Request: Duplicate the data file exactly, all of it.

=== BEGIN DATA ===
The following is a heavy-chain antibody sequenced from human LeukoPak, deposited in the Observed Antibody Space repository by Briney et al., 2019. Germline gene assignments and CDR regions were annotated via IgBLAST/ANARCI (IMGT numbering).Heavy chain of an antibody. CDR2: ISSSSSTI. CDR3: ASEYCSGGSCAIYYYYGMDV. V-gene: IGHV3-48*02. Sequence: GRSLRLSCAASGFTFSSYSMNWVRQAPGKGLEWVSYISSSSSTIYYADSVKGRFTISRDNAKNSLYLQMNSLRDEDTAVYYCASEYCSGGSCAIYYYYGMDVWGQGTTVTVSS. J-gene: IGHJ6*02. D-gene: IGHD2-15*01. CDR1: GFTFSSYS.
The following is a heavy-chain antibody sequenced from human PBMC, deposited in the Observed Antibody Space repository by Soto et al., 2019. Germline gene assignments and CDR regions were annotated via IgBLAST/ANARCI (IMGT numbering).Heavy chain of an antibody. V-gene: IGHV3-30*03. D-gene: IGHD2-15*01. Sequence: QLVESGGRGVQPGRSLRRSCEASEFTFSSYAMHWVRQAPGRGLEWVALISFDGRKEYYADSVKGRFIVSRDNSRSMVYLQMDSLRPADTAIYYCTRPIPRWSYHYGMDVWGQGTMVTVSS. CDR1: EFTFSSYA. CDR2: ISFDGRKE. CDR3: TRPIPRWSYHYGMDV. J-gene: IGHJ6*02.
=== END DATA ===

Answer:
The following is a heavy-chain antibody sequenced from human LeukoPak, deposited in the Observed Antibody Space repository by Briney et al., 2019. Germline gene assignments and CDR regions were annotated via IgBLAST/ANARCI (IMGT numbering).Heavy chain of an antibody. CDR2: ISSSSSTI. CDR3: ASEYCSGGSCAIYYYYGMDV. V-gene: IGHV3-48*02. Sequence: GRSLRLSCAASGFTFSSYSMNWVRQAPGKGLEWVSYISSSSSTIYYADSVKGRFTISRDNAKNSLYLQMNSLRDEDTAVYYCASEYCSGGSCAIYYYYGMDVWGQGTTVTVSS. J-gene: IGHJ6*02. D-gene: IGHD2-15*01. CDR1: GFTFSSYS.
The following is a heavy-chain antibody sequenced from human PBMC, deposited in the Observed Antibody Space repository by Soto et al., 2019. Germline gene assignments and CDR regions were annotated via IgBLAST/ANARCI (IMGT numbering).Heavy chain of an antibody. V-gene: IGHV3-30*03. D-gene: IGHD2-15*01. Sequence: QLVESGGRGVQPGRSLRRSCEASEFTFSSYAMHWVRQAPGRGLEWVALISFDGRKEYYADSVKGRFIVSRDNSRSMVYLQMDSLRPADTAIYYCTRPIPRWSYHYGMDVWGQGTMVTVSS. CDR1: EFTFSSYA. CDR2: ISFDGRKE. CDR3: TRPIPRWSYHYGMDV. J-gene: IGHJ6*02.